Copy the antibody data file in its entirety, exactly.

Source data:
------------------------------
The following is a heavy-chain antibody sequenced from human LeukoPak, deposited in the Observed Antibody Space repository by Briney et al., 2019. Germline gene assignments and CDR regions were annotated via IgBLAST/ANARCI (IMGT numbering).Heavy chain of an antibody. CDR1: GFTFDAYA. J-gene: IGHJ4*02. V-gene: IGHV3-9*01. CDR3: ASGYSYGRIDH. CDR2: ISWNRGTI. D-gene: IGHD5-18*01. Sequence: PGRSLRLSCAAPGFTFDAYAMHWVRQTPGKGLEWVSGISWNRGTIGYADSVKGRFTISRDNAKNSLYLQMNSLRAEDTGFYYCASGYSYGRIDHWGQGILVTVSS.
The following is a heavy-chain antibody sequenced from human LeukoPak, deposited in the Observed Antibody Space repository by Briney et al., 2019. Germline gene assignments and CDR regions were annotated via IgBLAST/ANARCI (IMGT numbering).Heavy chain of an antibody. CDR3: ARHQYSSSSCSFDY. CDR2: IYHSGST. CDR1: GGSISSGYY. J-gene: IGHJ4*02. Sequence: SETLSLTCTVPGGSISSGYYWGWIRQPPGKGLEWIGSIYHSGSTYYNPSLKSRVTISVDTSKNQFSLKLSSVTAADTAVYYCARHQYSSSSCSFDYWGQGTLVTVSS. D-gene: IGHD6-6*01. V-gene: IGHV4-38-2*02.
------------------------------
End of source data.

The following is a heavy-chain antibody sequenced from human LeukoPak, deposited in the Observed Antibody Space repository by Briney et al., 2019. Germline gene assignments and CDR regions were annotated via IgBLAST/ANARCI (IMGT numbering).Heavy chain of an antibody. CDR1: GFTFDAYA. J-gene: IGHJ4*02. V-gene: IGHV3-9*01. CDR3: ASGYSYGRIDH. CDR2: ISWNRGTI. D-gene: IGHD5-18*01. Sequence: PGRSLRLSCAAPGFTFDAYAMHWVRQTPGKGLEWVSGISWNRGTIGYADSVKGRFTISRDNAKNSLYLQMNSLRAEDTGFYYCASGYSYGRIDHWGQGILVTVSS.
The following is a heavy-chain antibody sequenced from human LeukoPak, deposited in the Observed Antibody Space repository by Briney et al., 2019. Germline gene assignments and CDR regions were annotated via IgBLAST/ANARCI (IMGT numbering).Heavy chain of an antibody. CDR3: ARHQYSSSSCSFDY. CDR2: IYHSGST. CDR1: GGSISSGYY. J-gene: IGHJ4*02. Sequence: SETLSLTCTVPGGSISSGYYWGWIRQPPGKGLEWIGSIYHSGSTYYNPSLKSRVTISVDTSKNQFSLKLSSVTAADTAVYYCARHQYSSSSCSFDYWGQGTLVTVSS. D-gene: IGHD6-6*01. V-gene: IGHV4-38-2*02.